Duck fat potatoes are famous for their rich flavor. These are often fried, but you can easily roast potatoes in duck fat instead. Potatoes aren’t your only option either. Many other vegetables taste amazing with duck fat too, so why not experiment with this as a cooking oil?
Interestingly, some brands of duck fat are solid at room temperature, while others tend to be liquid. This may be due to stabilizers in some brands, but is more likely the result of natural variation.
Vegetable oil isn’t a single type of oil. Instead, it’s a blend of a variety of oils, with soybean, canola, and corn oils often featuring in the mix. The smoke point is often around 400°F, although this varies from product to product, depending on the oils used.
The product relies on refined oil, which is why it tends to have a neutral taste and scent. This neutrality is perfect if you want your vegetables to stand on their own.
Vegetable oil isn’t ideal if you want a natural product. However, it is easy to find and inexpensive, making it an excellent go-to in many kitchens.
Canola oil is made from the rapeseed plant. It has most of the same qualities as vegetable oils, including the smoke point and the subtle flavor. You can even substitute vegetable oil for canola oil in any recipe.
The big difference is that canola oil is predictable. You know what you’re getting in the bottle, while vegetable oil changes from one brand to the next.
Grapeseed oil has a smoke point of around 420°F, so it’s an easy go-to for roasting vegetables. It has a surprisingly light flavor, so it won’t influence your vegetables too much.
That said, some products focus on being more natural, which may include using expeller pressing. Such products mightn’t be as good for roasting, as they can have a more noticeable flavor and perhaps a lower smoke point too.
Other Refined Oils
There are a few other refined oils, including sunflower oil, cottonseed oil, safflower oil, and palm oil. These have similar features to the other refined oils, including a fairly high smoke point and minimal flavor.
While they all work well for roasting vegetables, there are debates about their health impacts. Many people prefer to stick to minimally refined oils instead, like avocado oil or olive oil. Such oils tend to be more natural and could easily be healthier.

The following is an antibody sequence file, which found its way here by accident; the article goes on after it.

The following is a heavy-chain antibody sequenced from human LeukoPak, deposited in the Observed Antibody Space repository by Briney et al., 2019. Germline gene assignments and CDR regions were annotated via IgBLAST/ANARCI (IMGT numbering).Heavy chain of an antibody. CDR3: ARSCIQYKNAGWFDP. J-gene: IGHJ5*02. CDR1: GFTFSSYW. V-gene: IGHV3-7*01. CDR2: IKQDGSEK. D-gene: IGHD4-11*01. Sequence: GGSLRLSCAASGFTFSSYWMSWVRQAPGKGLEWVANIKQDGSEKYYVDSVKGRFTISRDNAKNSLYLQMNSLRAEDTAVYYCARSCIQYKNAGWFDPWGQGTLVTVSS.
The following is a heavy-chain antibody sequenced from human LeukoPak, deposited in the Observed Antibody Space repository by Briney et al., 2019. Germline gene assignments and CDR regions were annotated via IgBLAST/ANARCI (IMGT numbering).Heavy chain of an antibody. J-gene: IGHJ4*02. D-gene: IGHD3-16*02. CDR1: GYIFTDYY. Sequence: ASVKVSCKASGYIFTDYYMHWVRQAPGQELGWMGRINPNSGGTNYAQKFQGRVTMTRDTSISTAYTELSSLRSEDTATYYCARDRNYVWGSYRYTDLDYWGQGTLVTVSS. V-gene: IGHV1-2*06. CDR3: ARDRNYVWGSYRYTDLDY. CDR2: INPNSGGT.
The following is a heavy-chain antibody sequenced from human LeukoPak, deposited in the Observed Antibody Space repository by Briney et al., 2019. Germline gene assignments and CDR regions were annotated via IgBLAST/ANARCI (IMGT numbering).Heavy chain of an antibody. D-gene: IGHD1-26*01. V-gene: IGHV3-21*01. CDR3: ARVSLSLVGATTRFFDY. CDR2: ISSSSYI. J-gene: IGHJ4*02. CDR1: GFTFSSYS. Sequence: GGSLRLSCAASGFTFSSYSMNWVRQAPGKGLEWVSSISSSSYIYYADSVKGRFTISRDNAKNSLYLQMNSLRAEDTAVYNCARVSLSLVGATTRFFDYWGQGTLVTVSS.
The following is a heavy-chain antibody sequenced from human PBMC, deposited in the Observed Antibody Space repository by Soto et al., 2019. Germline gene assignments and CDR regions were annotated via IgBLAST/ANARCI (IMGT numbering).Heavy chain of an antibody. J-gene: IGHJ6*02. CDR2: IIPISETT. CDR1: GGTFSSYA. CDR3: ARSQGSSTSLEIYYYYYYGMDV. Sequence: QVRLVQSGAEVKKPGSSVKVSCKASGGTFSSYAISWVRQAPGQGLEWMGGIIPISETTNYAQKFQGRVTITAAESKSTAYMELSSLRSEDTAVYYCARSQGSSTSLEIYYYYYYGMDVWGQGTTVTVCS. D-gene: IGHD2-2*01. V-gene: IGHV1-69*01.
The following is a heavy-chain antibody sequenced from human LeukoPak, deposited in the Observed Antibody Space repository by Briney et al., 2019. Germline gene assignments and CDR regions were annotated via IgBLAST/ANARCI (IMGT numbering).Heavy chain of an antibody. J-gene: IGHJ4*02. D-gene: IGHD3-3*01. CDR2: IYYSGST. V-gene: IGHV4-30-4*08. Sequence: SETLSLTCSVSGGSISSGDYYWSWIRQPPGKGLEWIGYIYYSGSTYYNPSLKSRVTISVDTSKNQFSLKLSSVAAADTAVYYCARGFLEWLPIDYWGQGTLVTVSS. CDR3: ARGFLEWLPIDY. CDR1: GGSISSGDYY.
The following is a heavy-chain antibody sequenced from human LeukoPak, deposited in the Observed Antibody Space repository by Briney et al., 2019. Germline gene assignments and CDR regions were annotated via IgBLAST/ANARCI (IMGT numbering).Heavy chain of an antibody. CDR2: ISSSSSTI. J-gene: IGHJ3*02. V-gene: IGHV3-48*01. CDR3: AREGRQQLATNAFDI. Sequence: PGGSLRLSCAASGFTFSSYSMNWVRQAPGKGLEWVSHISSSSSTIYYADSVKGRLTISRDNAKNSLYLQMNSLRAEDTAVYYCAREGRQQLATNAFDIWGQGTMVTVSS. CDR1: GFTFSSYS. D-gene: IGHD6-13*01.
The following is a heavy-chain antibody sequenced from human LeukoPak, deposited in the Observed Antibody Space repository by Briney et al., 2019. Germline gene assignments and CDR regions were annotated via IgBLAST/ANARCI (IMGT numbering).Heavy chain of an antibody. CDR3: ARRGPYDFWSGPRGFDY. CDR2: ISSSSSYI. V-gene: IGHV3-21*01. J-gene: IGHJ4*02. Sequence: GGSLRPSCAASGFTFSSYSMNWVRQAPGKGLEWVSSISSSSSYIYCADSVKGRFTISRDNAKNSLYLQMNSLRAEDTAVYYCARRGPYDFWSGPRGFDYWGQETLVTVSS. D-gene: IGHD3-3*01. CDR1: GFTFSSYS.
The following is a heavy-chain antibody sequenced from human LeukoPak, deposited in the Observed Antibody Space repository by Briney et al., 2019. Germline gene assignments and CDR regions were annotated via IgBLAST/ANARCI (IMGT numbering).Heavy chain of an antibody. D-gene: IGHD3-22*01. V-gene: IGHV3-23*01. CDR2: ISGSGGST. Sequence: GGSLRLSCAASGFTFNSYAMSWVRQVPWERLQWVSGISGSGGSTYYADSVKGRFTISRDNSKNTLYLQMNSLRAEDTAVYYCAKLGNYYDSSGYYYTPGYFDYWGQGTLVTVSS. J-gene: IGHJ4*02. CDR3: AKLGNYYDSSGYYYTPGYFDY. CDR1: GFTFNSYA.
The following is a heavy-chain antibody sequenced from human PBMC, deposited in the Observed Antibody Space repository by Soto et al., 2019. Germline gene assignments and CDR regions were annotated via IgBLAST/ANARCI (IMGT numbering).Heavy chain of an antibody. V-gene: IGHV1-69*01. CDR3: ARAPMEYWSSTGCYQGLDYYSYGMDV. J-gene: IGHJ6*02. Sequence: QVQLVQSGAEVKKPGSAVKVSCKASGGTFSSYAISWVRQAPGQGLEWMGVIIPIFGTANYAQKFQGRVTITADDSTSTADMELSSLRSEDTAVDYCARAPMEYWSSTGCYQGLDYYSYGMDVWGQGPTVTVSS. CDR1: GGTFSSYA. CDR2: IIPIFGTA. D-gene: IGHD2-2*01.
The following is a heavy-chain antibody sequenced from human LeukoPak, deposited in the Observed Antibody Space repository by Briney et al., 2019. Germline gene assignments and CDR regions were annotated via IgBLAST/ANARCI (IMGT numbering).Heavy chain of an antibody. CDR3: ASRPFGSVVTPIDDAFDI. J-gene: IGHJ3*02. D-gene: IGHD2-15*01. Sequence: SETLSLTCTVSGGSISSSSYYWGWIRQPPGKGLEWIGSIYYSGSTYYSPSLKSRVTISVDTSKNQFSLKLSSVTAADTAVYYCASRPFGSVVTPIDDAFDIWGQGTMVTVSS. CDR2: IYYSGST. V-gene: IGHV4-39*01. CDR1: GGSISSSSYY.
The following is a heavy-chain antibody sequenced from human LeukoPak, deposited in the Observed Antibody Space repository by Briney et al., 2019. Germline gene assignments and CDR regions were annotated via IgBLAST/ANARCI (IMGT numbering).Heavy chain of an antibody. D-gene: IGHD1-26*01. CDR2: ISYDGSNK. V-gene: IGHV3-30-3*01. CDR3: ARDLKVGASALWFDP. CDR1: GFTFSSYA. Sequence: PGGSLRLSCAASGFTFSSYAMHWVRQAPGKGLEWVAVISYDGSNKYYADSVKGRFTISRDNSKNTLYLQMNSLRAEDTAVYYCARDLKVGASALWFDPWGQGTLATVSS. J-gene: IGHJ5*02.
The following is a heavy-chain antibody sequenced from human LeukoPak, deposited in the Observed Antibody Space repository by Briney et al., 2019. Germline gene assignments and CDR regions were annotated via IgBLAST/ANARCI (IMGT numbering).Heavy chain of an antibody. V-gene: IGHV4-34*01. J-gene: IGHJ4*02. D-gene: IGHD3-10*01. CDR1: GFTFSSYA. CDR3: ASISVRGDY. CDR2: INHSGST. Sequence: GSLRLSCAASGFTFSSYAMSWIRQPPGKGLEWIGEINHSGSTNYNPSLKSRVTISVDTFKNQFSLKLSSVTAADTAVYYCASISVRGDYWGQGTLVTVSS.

There’s one other oil to mention and it’s an unusual one – peanut oil. Unlike most other oils on this list, peanut oil has a distinct nutty flavor that can easily dominate your meal.
As such, peanut oil is best reserved for Asian-inspired meals, ones that have a nutty flavor elsewhere or naturally suit it.
How To Make Perfect Roast Vegetables
Choosing the best oil for your vegetables isn’t enough to give you a perfect result every time. There are still a few other things to think about.
Use Just One Layer
First off, you want one layer of vegetables, not two. This means every vegetable should be touching the base of your pan (or the sheet of baking paper). Doing so is essential for making sure they cook well.
If you have more than one layer, some vegetables won’t cook fully, while others will get overcooked. This is true even if you’re turning the vegetables regularly.
Don’t Overcrowd The Pan
Having a single layer isn’t enough. You also need to make sure there’s plenty of space. Overcrowding the pan is one of the most common mistakes made when roasting vegetables.
If there are too many vegetables packed too closely together, you end up mostly steaming them. The result is limp vegetables without much flavor, which isn’t what you’re looking for at all.
Ideally, you want at least a quarter of an inch between each item on the sheet, although you don’t need to be a perfectionist about it.
This approach may mean you need two pans rather than one. But, the difference in flavor and texture is well worth the extra effort.
Keep The Pieces The Same Size
Cooking time is based on the size of your vegetables. So, make sure you cut them all to roughly the same size.
If you’re set on having different sizes, then you’ll need to cook the larger vegetables on their own for a while first, before adding the small ones in.
Use The Right Amount Of Oil
If you use too little oil, your vegetables will be too dry. If you use too much, they end up soggy instead. Neither outcome is desirable.
Most of the time, you only need a tablespoon of oil per baking sheet. It helps to measure this out, as it’s too easy to overdo it when you’re drizzling the oil.
Learn Your Oven
Here’s another thing – ovens are often quirky. Many don’t cook food evenly. They have hot spots and colder areas.
This can be frustrating when you’re roasting vegetables, leading to burnt vegetables and potentially some undercooked ones too.
An oven thermometer can help you work out whether your oven has any temperature quirks. Once you know how it behaves, you can change the cooking temperature and rotate your vegetables to account for any issues.